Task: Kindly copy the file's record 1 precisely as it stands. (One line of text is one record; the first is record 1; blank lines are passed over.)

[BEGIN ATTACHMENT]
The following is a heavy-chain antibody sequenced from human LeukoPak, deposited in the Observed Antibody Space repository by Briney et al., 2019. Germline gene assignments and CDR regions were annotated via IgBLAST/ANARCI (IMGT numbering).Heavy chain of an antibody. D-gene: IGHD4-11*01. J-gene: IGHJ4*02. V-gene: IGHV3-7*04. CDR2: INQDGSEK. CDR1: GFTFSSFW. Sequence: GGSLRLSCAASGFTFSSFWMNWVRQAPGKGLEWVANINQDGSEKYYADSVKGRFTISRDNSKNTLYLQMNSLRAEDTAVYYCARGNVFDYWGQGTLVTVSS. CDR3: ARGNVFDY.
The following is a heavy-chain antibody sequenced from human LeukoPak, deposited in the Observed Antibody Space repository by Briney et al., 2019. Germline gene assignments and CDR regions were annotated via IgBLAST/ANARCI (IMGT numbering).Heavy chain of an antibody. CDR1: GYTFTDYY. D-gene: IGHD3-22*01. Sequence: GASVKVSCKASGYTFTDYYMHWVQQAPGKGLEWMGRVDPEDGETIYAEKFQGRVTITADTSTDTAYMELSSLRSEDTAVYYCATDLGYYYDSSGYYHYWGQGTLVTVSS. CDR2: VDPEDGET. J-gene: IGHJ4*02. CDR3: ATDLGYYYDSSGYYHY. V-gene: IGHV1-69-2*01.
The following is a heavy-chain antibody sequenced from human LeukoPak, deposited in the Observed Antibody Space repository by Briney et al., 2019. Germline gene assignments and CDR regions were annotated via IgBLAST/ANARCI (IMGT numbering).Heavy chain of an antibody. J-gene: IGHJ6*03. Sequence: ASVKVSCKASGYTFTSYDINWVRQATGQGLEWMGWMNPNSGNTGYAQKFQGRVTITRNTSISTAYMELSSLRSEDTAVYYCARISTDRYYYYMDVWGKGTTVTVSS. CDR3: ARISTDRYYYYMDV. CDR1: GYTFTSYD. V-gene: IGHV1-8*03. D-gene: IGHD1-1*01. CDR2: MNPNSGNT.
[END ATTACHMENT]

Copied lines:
The following is a heavy-chain antibody sequenced from human LeukoPak, deposited in the Observed Antibody Space repository by Briney et al., 2019. Germline gene assignments and CDR regions were annotated via IgBLAST/ANARCI (IMGT numbering).Heavy chain of an antibody. D-gene: IGHD4-11*01. J-gene: IGHJ4*02. V-gene: IGHV3-7*04. CDR2: INQDGSEK. CDR1: GFTFSSFW. Sequence: GGSLRLSCAASGFTFSSFWMNWVRQAPGKGLEWVANINQDGSEKYYADSVKGRFTISRDNSKNTLYLQMNSLRAEDTAVYYCARGNVFDYWGQGTLVTVSS. CDR3: ARGNVFDY.